Her hand creeps up under his grey t-shirt, traces his ribs, squeezes his pectoral muscle roughly. Then her other hand reaches for the button of his jeans. She sits back and looks at him for approval, and he nods. Please yes oh yes.

As she unzips him, he pulls upward on her shirt. She removes it for him, but wraps her arm across her chest and her ivory bra. He gently takes her wrist and pulls her arm aside, then runs his finger along the bottom edge of lace, scuffs his thumb over her nipple through the thin fabric. She watches him, her eyes now the dark blue of the ocean at dusk.

“Beautiful,” he says.

It might not be a word anyone else would use to describe Brienne, but it’s his word, and it feels true, and at last he’s found it.

She huffs and looks away, a flush radiating across her cheeks. Suddenly he understands how inexperienced she really is.

He pulls her by the forearm so that she’s closer to him, and he reaches around to unhook her bra. “Beautiful,” he repeats in her ear, and she responds by sucking on his neck and jaw until he wants to rip the bra strap from her shoulder.

At last the damned thing is off, and he gropes her small, firm breasts as enthusiastically as though he were a fifteen-year-old virgin himself, but she doesn’t seem to mind. Finally she yanks upward on his shirt, pulling it over his head and gingerly sliding it over his ruined hand.

It occurs to him that not once had Cersei ever ridden him; it was always Jaime on top, in the supposed dominant position. Yet in hindsight he knows that somehow she orchestrated each of their encounters, for what reason now he couldn’t fathom. He fucked her willingly, to be sure; but he never felt that he’d been the one in control.

Now, with Brienne doing every bit of the work, he feels somehow that he is very much in control, that his very act of surrender to her is a conscious choice to trust the right person for once, that to give over to her strange sweetness is the most selfish and self-affirming thing he’s ever done in his whole stupid life.

He kicks off his shoes while she slides his jeans down over his hips and legs, and when the jeans lie on the floor she removes his socks, too. She unzips her boots, peels off her socks, and steps out of her jeans.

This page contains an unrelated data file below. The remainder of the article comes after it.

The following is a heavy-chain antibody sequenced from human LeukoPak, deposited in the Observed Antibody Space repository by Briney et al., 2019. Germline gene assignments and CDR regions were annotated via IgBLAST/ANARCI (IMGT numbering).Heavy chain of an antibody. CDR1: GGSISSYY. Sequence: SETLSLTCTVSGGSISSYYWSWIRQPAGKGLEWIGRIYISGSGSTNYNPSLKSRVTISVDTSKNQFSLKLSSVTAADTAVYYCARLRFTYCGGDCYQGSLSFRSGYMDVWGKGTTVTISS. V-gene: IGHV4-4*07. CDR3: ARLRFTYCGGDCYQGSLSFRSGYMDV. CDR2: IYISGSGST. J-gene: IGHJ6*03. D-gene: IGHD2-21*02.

Her underwear is flowery. Jaime smiles.

“Hang on,” she says with an adorable—and unexpectedly girlish—duck of her head.

She goes through the other doorway into her bedroom and he hears another light switch flip on and a cabinet door open and shut; her bathroom must be through her bedroom. When she returns she has an unopened box of condoms.

“Um. Do you know how to do these?” she asks.

He nods slowly. “I do. But tell me something first.”

She straddles him with the box in her hand and he groans with desire, practically losing his thought.

“Yes?” she smiles.

His hand settles possessively on her hip again. “That girl in the club. Why’d you kiss her back?”

Brienne flushes again, and it’s the prettiest thing he thinks he’s ever seen.

“No sense in being rude,” she starts. “She was nice enough.”

Jaime looks at her askance.

“I mean—God, I don’t know, Jaime, it was just—”

“Never mind,” he says, worried he’s idiotically ruined the mood. “It’s no big deal.”

“No, I’ll tell you. It’s…been a while since I’ve kissed anyone.”


She nods, and the pink in her cheeks deepens to red. “Kissed.”

He looks at her carefully. “We’ll go slow, then.”

Brienne stands and removes her underwear, then pulls Jaime’s boxers off. She sits on him again, and his heart slams inside his chest as her warm, wet flesh, pressed dangerously close to his, nearly makes him come at once. He bites his lip and digs his fingers into her hip, and she gasps with pleasure, pressing against him as though she cannot help it. Quickly she opens the box and tears open a condom wrapper, handing the prophylactic to Jaime. He rolls it down over his shaft, pleased to discover that this is one more thing he can do easily one-handed.